One of the largest farm groups in the United States is stepping up its campaign against the Trans Pacific Partnership.
The 12-country deal seeks to make it cheaper, and easier, to trade throughout the Pacific rim.
[ by Brett Worthington | November 11, 2015 | ABC Rural ]
But the National Farmers' Union fears currency manipulation threatens to wipe out all the gains the deal might make.
"It's very obvious after reading through the text that this is another cookie cutter free trade agreement," NFU senior vice president Chandler Goule said.
The NFU wants US politicians to vote down the Trans Pacific Partnership (TPP) when it goes to the Congress next year.
It fears countries will manipulate, or devalue, their currency, making US products more expensive in foreign markets while capitalising on tariff reductions on offer selling back into the US.
"Without effective currency manipulation recourse in this agreement, we definitely see that that's going to be an issue moving forward," Mr Goule said.
"We're not concerned about that with New Zealand and Australia, but it's the other countries in the Pacific rim that are involved in this."
Presidential candidates speak out against the TPP
Republican presidential candidate Donald Trump used this week's pre-selection debate in Milwaukee to again vent his opposition to the TPP.
"Currency manipulation is the single great weapon people have - they don't even discuss it in this [TPP] agreement," he said.
"I say it's a very bad deal [and] should not be approved."
The two front runners vying for the Democrat presidential candidacy - Hillary Clinton and Bernie Sanders - have both distanced themselves from the TPP.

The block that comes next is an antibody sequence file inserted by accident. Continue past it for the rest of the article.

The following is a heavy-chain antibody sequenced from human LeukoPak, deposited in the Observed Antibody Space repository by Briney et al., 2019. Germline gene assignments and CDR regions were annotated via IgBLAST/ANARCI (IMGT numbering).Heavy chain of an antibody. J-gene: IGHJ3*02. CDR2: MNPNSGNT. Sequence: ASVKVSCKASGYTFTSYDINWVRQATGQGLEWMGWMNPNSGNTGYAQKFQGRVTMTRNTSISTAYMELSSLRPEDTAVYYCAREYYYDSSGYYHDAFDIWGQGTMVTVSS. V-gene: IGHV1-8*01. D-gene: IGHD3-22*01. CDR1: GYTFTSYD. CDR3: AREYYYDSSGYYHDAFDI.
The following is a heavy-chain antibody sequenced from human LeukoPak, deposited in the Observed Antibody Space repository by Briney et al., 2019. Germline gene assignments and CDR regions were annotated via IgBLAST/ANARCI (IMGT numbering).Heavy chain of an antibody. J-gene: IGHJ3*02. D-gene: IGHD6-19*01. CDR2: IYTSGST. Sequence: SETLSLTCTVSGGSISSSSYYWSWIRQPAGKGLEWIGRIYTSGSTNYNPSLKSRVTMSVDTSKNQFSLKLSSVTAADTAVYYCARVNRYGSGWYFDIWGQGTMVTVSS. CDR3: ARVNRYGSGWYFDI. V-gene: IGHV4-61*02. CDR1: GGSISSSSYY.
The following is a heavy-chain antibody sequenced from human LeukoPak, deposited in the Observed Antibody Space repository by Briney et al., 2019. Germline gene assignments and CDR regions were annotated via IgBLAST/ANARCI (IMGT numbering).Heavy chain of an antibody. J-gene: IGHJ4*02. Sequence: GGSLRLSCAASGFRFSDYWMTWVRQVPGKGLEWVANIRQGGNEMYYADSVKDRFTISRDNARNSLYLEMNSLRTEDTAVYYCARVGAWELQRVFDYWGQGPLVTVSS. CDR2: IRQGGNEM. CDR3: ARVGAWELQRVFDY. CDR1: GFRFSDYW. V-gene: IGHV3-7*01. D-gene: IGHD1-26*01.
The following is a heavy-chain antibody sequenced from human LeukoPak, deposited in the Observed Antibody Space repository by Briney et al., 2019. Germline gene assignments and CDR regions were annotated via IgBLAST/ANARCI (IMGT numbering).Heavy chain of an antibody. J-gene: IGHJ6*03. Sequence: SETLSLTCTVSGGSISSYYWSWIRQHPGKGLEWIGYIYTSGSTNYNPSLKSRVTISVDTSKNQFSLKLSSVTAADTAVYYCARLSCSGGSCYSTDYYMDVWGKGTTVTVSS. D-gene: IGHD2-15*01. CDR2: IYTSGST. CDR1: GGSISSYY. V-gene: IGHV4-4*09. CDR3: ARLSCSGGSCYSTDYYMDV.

Mrs Clinton said, while a vocal supporter of the early TPP talks when she was a cabinet secretary in the Obama administration, she had since changed her stance.
She said the TPP no longer met her "standards".
Calls for enforceable currency protections
TPP countries, of which China is not one, have agreed on a side deal to combat currency manipulation.
Essentially, they've agreed not to manipulate their currencies but opponents say this deal is a toothless tiger.
Mr Goule said his country shouldn't agree to any further trade deals until enforceable currency provisions were included.
"Time and time again we keep signing free trade agreements with countries and then they devalue their currency," he said.
"This has got to become a part of the boilerplate language that's in these trade agreements.
"Let's call it. We've got bad actors out there that are willing to make these agreements and then devalue their currency and you lose all of the gains that were negotiated for US producers.
"To us, that's too big of a concern and one of the biggest reasons why we oppose the TPP."
China's devaluing of its currency prompted other Asian countries to follow suit.
Economists have since said the Yuan was now at a fair level.
Mr Goule said he feared future Chinese adjustments would prompt Vietnam, Malaysia, Japan and South Korea to adjust their currencies.
Farm lobby groups with mixed reactions to the TPP
The National Farmers Union represents 200,000 family farmers, ranchers, fishermen and consumers in the United States.
It's the second largest, and oldest, general farm organisation in the country.
The country's largest general farm organisation, the American Farm Bureau, has backed the TPP agreement.
The National Cattlemen's Beef Association and the National Chicken Council have also publically supported the deal.
But Mr Goule said he feared beef snapback provisions in Japan would also harm US farmers.
"The tariff reduction schedule for Japan, which is one of the largest, markets that they're trying to get to is over a 30 year time period," he said.
"It also includes a snapback provision that should the Japanese government determine that their domestic prices are being affected by imports from the United States, they can immediately put the tariffs back on.
"We didn't get any of those protections from dairy from New Zealand or from sugar from Australia or anything else that the US had to give up."
Mr Goule said he expected the US Senate would first endorse the TPP, with a battle in the House of Representatives to follow.
"That's clearly where we are targeting," he said.
"You've got the far-left Democrats and then the freedom caucus - the far right Tea Party Republicans - that don't like this agreement.
"If they come together I think that's the only place we will be able to stop this agreement here in our legislative process."